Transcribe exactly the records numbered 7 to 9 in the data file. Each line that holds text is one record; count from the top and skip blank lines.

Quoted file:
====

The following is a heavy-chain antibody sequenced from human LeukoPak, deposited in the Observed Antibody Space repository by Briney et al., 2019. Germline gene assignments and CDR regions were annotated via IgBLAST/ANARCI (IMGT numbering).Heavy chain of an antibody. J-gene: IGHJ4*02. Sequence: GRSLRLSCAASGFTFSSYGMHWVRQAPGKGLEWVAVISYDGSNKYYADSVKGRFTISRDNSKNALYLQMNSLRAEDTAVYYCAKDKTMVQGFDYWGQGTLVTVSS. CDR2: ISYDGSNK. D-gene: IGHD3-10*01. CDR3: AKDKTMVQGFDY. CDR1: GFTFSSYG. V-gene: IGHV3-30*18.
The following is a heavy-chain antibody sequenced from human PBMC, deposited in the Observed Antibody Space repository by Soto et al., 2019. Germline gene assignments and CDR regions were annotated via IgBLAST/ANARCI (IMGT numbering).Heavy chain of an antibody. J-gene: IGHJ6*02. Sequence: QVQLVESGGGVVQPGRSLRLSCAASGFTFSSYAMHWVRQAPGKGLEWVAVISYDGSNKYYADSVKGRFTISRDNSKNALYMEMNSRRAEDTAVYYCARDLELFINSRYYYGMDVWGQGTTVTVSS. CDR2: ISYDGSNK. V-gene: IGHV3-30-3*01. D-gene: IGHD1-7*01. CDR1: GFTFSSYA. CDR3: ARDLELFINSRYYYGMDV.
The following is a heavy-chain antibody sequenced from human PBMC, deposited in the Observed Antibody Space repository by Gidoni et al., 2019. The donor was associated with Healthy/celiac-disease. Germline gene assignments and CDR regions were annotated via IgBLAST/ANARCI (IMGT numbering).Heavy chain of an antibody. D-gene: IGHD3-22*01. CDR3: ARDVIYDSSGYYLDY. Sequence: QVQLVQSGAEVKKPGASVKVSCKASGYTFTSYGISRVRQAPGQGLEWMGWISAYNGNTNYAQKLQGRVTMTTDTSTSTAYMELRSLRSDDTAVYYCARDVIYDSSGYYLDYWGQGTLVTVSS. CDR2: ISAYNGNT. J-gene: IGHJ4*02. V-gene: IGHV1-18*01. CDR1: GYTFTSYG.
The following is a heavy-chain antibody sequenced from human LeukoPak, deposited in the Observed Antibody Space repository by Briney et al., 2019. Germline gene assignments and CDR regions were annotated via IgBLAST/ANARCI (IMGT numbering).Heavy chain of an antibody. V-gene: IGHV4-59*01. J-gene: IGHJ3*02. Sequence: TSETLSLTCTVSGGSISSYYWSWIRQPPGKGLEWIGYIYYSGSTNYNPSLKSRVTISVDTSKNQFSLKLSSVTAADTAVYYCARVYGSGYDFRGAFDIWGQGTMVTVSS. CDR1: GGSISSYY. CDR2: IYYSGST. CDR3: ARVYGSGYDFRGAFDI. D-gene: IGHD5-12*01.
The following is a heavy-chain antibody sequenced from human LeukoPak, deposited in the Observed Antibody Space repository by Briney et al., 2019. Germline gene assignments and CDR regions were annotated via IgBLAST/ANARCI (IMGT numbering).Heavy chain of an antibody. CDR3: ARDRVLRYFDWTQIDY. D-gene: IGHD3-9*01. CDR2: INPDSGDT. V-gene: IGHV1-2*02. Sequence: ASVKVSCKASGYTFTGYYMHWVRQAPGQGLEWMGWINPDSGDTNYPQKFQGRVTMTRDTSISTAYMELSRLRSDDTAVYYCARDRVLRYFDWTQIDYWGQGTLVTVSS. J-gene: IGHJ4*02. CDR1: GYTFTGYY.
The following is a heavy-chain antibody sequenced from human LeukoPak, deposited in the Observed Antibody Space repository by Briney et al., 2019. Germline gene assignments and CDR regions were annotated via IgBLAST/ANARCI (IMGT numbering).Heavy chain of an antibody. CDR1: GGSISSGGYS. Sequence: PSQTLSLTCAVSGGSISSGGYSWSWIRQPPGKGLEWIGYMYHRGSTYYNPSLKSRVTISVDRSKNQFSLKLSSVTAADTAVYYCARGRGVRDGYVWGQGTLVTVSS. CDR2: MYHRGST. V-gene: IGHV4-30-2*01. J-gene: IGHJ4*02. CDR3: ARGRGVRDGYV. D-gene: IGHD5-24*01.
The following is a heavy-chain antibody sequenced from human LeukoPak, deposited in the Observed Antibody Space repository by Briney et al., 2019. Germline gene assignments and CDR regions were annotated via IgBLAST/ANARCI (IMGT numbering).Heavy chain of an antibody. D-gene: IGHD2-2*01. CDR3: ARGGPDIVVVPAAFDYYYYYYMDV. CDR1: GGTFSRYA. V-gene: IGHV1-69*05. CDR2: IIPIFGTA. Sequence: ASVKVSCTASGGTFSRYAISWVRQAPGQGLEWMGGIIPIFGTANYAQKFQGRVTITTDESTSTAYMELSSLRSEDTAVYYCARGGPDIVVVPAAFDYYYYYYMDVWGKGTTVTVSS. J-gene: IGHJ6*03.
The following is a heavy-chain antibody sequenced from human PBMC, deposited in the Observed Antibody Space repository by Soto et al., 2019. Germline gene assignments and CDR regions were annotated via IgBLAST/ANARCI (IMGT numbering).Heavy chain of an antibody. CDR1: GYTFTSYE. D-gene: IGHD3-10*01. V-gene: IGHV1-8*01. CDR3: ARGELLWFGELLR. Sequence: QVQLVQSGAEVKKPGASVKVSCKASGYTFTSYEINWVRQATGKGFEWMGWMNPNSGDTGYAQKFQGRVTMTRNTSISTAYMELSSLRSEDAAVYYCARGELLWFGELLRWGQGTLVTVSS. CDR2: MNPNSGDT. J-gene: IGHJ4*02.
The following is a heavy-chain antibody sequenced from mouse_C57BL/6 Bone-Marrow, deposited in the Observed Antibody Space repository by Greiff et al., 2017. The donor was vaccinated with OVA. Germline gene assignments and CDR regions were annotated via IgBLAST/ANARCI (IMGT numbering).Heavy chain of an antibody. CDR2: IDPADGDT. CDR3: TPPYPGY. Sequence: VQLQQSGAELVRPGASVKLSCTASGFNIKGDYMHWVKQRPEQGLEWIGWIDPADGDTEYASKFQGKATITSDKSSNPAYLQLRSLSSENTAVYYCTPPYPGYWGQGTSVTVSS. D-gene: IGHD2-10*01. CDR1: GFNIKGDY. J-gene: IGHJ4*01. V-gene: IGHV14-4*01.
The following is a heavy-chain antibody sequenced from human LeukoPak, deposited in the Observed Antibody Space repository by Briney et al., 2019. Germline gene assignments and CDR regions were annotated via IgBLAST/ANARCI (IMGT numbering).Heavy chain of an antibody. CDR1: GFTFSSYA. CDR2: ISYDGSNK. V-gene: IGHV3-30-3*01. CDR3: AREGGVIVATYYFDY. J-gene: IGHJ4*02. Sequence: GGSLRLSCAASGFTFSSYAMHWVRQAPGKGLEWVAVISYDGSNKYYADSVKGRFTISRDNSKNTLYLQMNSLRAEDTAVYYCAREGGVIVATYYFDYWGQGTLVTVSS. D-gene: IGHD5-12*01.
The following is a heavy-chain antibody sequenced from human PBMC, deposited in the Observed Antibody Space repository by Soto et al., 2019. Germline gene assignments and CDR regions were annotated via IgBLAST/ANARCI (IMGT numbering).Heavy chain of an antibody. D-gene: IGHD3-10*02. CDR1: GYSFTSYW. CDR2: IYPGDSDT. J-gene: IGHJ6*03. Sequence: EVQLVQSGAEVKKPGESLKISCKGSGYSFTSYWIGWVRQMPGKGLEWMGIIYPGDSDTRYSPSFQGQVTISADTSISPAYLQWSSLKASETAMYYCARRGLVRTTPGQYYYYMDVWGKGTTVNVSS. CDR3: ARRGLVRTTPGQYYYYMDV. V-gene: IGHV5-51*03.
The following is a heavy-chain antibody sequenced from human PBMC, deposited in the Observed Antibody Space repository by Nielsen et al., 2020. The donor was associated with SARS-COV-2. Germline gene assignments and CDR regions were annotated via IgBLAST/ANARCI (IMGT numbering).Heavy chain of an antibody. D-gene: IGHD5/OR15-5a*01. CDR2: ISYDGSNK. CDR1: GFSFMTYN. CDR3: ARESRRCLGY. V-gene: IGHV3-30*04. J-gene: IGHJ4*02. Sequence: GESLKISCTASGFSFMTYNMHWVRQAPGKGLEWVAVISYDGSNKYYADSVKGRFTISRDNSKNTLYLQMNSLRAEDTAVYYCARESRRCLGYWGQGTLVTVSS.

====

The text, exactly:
The following is a heavy-chain antibody sequenced from human LeukoPak, deposited in the Observed Antibody Space repository by Briney et al., 2019. Germline gene assignments and CDR regions were annotated via IgBLAST/ANARCI (IMGT numbering).Heavy chain of an antibody. D-gene: IGHD2-2*01. CDR3: ARGGPDIVVVPAAFDYYYYYYMDV. CDR1: GGTFSRYA. V-gene: IGHV1-69*05. CDR2: IIPIFGTA. Sequence: ASVKVSCTASGGTFSRYAISWVRQAPGQGLEWMGGIIPIFGTANYAQKFQGRVTITTDESTSTAYMELSSLRSEDTAVYYCARGGPDIVVVPAAFDYYYYYYMDVWGKGTTVTVSS. J-gene: IGHJ6*03.
The following is a heavy-chain antibody sequenced from human PBMC, deposited in the Observed Antibody Space repository by Soto et al., 2019. Germline gene assignments and CDR regions were annotated via IgBLAST/ANARCI (IMGT numbering).Heavy chain of an antibody. CDR1: GYTFTSYE. D-gene: IGHD3-10*01. V-gene: IGHV1-8*01. CDR3: ARGELLWFGELLR. Sequence: QVQLVQSGAEVKKPGASVKVSCKASGYTFTSYEINWVRQATGKGFEWMGWMNPNSGDTGYAQKFQGRVTMTRNTSISTAYMELSSLRSEDAAVYYCARGELLWFGELLRWGQGTLVTVSS. CDR2: MNPNSGDT. J-gene: IGHJ4*02.
The following is a heavy-chain antibody sequenced from mouse_C57BL/6 Bone-Marrow, deposited in the Observed Antibody Space repository by Greiff et al., 2017. The donor was vaccinated with OVA. Germline gene assignments and CDR regions were annotated via IgBLAST/ANARCI (IMGT numbering).Heavy chain of an antibody. CDR2: IDPADGDT. CDR3: TPPYPGY. Sequence: VQLQQSGAELVRPGASVKLSCTASGFNIKGDYMHWVKQRPEQGLEWIGWIDPADGDTEYASKFQGKATITSDKSSNPAYLQLRSLSSENTAVYYCTPPYPGYWGQGTSVTVSS. D-gene: IGHD2-10*01. CDR1: GFNIKGDY. J-gene: IGHJ4*01. V-gene: IGHV14-4*01.